CTMA launches another round of Career-Ready program

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The CTMA has received funding to provide 300 Experiential Work Placements (EWPs), to encourage more career opportunities within the precision metalworking sector. PHOTO courtesy CTMA.

The Canadian Tooling & Machining Association (CTMA) is extending its Career-Ready with CTMA: Expanding Opportunities program for another year.

The CTMA has received funding from the Skills Development Fund, through Ontario’s Ministry of Labour, Immigration, Training and Skills Development (MLITSD), to provide 300 Experiential Work Placements (EWPs), to encourage more career opportunities within the precision metalworking sector.

Applications will be accepted between April 1, 2024, and January 13, 2025, and will be assessed on a first-come first-served basis until all funds have been fully allocated.

Eligible employers may receive non-repayable contributions to subsidize the wages of new hires or to upskill existing employees that meet the program’s eligibility criteria. Participating employers could receive up to $15,000 for each participant, depending on start date.

“We know that our members are training people everyday in their workplaces and that this comes at a cost,” said Robert Cattle, CTMA’s executive director. “If we help support them by offering a wage subsidy to compensate for their time, they will hire more employees, offer more co-ops and upskill more existing employees, which in turn is great for the industry.”

The program is designed to support experiential learning opportunities, which is a hands-on learning model where participants learn by doing. The goal is to provide participants with real-world work experience to help more people increase their skills for great job opportunities in the precision metalworking sector, which includes machining, tool & die making, mould making, jig & fixture building, automation/robotics, additive manufacturing, and other related businesses.

Participants include individuals who want to start an apprenticeship, high school graduates, post-secondary graduates or co-op students, job seekers looking for full-time employment, and existing employees looking to upskill.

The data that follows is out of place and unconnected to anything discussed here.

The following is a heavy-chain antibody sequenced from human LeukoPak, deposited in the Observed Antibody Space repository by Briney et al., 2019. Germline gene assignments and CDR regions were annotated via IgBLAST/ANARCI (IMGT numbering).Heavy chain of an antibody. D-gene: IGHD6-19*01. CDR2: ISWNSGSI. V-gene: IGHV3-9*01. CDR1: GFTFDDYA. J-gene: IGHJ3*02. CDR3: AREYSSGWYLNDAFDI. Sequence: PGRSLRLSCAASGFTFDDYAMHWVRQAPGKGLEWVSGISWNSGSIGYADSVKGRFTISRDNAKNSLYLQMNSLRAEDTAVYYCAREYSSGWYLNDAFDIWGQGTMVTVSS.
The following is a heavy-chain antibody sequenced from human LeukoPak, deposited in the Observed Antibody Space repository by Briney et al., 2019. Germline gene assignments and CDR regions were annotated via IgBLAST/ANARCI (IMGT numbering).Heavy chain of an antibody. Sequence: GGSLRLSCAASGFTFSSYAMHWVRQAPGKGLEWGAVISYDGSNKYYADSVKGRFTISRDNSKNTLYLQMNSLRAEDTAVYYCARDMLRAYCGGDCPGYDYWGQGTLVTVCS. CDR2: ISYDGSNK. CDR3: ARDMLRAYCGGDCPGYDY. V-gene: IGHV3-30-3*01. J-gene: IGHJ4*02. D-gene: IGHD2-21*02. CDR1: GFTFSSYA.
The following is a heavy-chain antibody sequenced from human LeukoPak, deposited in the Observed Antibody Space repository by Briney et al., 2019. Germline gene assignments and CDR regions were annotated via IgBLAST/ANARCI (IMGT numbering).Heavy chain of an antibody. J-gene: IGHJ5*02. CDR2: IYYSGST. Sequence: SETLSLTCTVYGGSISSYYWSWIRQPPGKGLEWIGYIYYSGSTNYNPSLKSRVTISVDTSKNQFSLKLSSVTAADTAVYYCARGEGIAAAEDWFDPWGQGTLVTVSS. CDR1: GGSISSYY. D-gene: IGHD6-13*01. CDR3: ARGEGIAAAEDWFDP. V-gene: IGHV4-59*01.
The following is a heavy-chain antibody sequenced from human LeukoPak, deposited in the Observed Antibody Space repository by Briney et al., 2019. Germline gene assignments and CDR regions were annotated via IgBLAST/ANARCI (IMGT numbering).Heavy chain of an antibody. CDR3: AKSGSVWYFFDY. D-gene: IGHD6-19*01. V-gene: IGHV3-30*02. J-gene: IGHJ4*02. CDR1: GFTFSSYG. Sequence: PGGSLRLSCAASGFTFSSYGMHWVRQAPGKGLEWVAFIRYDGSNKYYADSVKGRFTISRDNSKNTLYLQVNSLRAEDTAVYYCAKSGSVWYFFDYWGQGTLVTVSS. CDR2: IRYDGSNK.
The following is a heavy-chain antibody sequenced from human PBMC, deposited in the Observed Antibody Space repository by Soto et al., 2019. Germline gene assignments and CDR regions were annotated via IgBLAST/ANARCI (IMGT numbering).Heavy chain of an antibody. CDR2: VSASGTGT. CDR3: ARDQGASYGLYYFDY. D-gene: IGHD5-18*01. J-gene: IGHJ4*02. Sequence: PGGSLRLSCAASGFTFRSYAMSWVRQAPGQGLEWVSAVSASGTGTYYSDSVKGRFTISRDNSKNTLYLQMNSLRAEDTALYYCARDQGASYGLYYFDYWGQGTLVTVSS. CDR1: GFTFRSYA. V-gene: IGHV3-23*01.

Through the second part of this program, the CTMA, in partnership with the Ontario Council for Technology Education (OCTE), the Government of Ontario, the Government of Canada, and school boards throughout Ontario, will continue to provide new high-tech machinery and tools to high schools throughout Ontario.

To date, the Career-Ready program has already provided new machinery and tools to 130 high schools throughout the province, ranging from CNC milling centres, lathes, and plasma cutters, to CNC desktop milling machines, high precision conventional milling machines, lathes with readouts, and more.

“Delivering these machines to high schools throughout Ontario and exposing students to technology at an earlier age has been instrumental in engaging their interest for a career within our industry,” said Cattle. “Not only does this allow students to use this technology at an earlier age, but also gives teachers up-to-date machinery in their classrooms.”

As a result, more than 15,000 students have been exposed to and have benefitted from this machinery. Of the 15,000 students, more than 3,500 have begun industry-related co-ops or apprenticeships; and these numbers will continue to increase.

“To build a stronger Ontario that leaves no one behind, we need to ensure young people can get a hand up to the skills they need for in-demand jobs,” said David Piccini, Minister of Labour, Immigration, Training and Skills Development. “That is why our government will continue to invest in innovative projects like CTMA’s Career-Ready program, which connects students and graduates to local employers and spreads opportunity to every corner of our province.”

More information about Career-Ready with CTMA is available at

This employment Ontario program is funded in part by the Government of Canada and the Government of Ontario.

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